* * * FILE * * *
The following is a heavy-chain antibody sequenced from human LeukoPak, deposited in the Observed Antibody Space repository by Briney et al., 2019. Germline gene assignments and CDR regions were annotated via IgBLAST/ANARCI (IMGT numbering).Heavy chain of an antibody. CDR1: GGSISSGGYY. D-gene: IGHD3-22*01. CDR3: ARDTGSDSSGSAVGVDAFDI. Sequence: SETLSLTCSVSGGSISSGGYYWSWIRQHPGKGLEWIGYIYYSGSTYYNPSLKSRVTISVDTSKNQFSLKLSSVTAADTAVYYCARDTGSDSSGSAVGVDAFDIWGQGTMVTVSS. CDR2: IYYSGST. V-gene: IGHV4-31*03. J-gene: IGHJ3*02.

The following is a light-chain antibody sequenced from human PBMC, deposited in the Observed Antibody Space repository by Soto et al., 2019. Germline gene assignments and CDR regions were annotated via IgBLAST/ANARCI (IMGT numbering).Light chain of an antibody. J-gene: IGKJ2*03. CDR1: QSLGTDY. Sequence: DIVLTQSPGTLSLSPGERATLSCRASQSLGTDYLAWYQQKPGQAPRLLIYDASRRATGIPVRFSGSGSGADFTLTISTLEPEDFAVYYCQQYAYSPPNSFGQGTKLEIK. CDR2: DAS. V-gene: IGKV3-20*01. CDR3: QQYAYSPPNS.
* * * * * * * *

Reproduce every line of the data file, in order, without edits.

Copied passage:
The following is a heavy-chain antibody sequenced from human LeukoPak, deposited in the Observed Antibody Space repository by Briney et al., 2019. Germline gene assignments and CDR regions were annotated via IgBLAST/ANARCI (IMGT numbering).Heavy chain of an antibody. CDR1: GGSISSGGYY. D-gene: IGHD3-22*01. CDR3: ARDTGSDSSGSAVGVDAFDI. Sequence: SETLSLTCSVSGGSISSGGYYWSWIRQHPGKGLEWIGYIYYSGSTYYNPSLKSRVTISVDTSKNQFSLKLSSVTAADTAVYYCARDTGSDSSGSAVGVDAFDIWGQGTMVTVSS. CDR2: IYYSGST. V-gene: IGHV4-31*03. J-gene: IGHJ3*02.

The following is a light-chain antibody sequenced from human PBMC, deposited in the Observed Antibody Space repository by Soto et al., 2019. Germline gene assignments and CDR regions were annotated via IgBLAST/ANARCI (IMGT numbering).Light chain of an antibody. J-gene: IGKJ2*03. CDR1: QSLGTDY. Sequence: DIVLTQSPGTLSLSPGERATLSCRASQSLGTDYLAWYQQKPGQAPRLLIYDASRRATGIPVRFSGSGSGADFTLTISTLEPEDFAVYYCQQYAYSPPNSFGQGTKLEIK. CDR2: DAS. V-gene: IGKV3-20*01. CDR3: QQYAYSPPNS.